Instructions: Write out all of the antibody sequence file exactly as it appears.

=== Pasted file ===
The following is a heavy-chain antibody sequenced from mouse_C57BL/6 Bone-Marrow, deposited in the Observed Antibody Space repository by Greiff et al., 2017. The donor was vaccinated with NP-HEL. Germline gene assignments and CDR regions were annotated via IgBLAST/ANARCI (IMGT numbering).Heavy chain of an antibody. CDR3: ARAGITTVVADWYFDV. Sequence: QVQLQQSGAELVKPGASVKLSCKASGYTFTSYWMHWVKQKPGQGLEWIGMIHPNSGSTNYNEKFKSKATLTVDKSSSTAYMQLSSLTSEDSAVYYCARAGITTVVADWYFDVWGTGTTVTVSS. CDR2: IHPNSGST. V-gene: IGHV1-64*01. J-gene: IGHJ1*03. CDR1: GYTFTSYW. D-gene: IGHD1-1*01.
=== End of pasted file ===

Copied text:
The following is a heavy-chain antibody sequenced from mouse_C57BL/6 Bone-Marrow, deposited in the Observed Antibody Space repository by Greiff et al., 2017. The donor was vaccinated with NP-HEL. Germline gene assignments and CDR regions were annotated via IgBLAST/ANARCI (IMGT numbering).Heavy chain of an antibody. CDR3: ARAGITTVVADWYFDV. Sequence: QVQLQQSGAELVKPGASVKLSCKASGYTFTSYWMHWVKQKPGQGLEWIGMIHPNSGSTNYNEKFKSKATLTVDKSSSTAYMQLSSLTSEDSAVYYCARAGITTVVADWYFDVWGTGTTVTVSS. CDR2: IHPNSGST. V-gene: IGHV1-64*01. J-gene: IGHJ1*03. CDR1: GYTFTSYW. D-gene: IGHD1-1*01.